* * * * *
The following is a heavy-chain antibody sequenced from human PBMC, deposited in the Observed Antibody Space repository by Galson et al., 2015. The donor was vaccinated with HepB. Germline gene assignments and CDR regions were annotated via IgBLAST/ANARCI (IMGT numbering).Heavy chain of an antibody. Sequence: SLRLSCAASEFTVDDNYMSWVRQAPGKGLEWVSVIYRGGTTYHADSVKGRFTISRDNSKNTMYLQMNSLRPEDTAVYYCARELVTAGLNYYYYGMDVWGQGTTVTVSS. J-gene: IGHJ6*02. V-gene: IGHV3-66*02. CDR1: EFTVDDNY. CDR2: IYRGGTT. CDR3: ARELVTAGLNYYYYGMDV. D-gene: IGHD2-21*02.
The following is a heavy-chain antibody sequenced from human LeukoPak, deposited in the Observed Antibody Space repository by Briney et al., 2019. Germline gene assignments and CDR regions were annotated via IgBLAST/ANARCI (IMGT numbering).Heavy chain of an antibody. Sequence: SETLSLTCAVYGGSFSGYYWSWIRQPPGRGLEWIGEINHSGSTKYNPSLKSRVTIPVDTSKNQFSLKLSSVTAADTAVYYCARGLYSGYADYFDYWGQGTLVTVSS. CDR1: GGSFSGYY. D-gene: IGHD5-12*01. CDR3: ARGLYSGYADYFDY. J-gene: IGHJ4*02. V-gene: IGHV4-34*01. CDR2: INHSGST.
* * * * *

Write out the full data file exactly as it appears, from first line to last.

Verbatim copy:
The following is a heavy-chain antibody sequenced from human PBMC, deposited in the Observed Antibody Space repository by Galson et al., 2015. The donor was vaccinated with HepB. Germline gene assignments and CDR regions were annotated via IgBLAST/ANARCI (IMGT numbering).Heavy chain of an antibody. Sequence: SLRLSCAASEFTVDDNYMSWVRQAPGKGLEWVSVIYRGGTTYHADSVKGRFTISRDNSKNTMYLQMNSLRPEDTAVYYCARELVTAGLNYYYYGMDVWGQGTTVTVSS. J-gene: IGHJ6*02. V-gene: IGHV3-66*02. CDR1: EFTVDDNY. CDR2: IYRGGTT. CDR3: ARELVTAGLNYYYYGMDV. D-gene: IGHD2-21*02.
The following is a heavy-chain antibody sequenced from human LeukoPak, deposited in the Observed Antibody Space repository by Briney et al., 2019. Germline gene assignments and CDR regions were annotated via IgBLAST/ANARCI (IMGT numbering).Heavy chain of an antibody. Sequence: SETLSLTCAVYGGSFSGYYWSWIRQPPGRGLEWIGEINHSGSTKYNPSLKSRVTIPVDTSKNQFSLKLSSVTAADTAVYYCARGLYSGYADYFDYWGQGTLVTVSS. CDR1: GGSFSGYY. D-gene: IGHD5-12*01. CDR3: ARGLYSGYADYFDY. J-gene: IGHJ4*02. V-gene: IGHV4-34*01. CDR2: INHSGST.